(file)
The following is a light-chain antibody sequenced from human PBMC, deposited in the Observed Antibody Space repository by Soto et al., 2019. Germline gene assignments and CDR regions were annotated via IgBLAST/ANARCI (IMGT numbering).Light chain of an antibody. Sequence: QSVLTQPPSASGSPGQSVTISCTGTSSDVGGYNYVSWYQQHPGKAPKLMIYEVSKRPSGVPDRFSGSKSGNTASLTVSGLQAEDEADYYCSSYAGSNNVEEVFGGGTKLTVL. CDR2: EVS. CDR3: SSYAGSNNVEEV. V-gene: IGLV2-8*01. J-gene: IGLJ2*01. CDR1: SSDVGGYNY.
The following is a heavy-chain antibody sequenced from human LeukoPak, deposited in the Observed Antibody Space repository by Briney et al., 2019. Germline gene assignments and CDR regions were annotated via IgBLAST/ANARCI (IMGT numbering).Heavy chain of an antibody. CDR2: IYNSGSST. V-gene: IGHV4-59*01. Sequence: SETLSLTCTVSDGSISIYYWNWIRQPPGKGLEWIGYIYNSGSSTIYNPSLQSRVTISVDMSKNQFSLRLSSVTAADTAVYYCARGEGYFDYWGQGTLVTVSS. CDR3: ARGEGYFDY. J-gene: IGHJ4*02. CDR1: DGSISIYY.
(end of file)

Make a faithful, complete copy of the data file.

The following is a light-chain antibody sequenced from human PBMC, deposited in the Observed Antibody Space repository by Soto et al., 2019. Germline gene assignments and CDR regions were annotated via IgBLAST/ANARCI (IMGT numbering).Light chain of an antibody. Sequence: QSVLTQPPSASGSPGQSVTISCTGTSSDVGGYNYVSWYQQHPGKAPKLMIYEVSKRPSGVPDRFSGSKSGNTASLTVSGLQAEDEADYYCSSYAGSNNVEEVFGGGTKLTVL. CDR2: EVS. CDR3: SSYAGSNNVEEV. V-gene: IGLV2-8*01. J-gene: IGLJ2*01. CDR1: SSDVGGYNY.
The following is a heavy-chain antibody sequenced from human LeukoPak, deposited in the Observed Antibody Space repository by Briney et al., 2019. Germline gene assignments and CDR regions were annotated via IgBLAST/ANARCI (IMGT numbering).Heavy chain of an antibody. CDR2: IYNSGSST. V-gene: IGHV4-59*01. Sequence: SETLSLTCTVSDGSISIYYWNWIRQPPGKGLEWIGYIYNSGSSTIYNPSLQSRVTISVDMSKNQFSLRLSSVTAADTAVYYCARGEGYFDYWGQGTLVTVSS. CDR3: ARGEGYFDY. J-gene: IGHJ4*02. CDR1: DGSISIYY.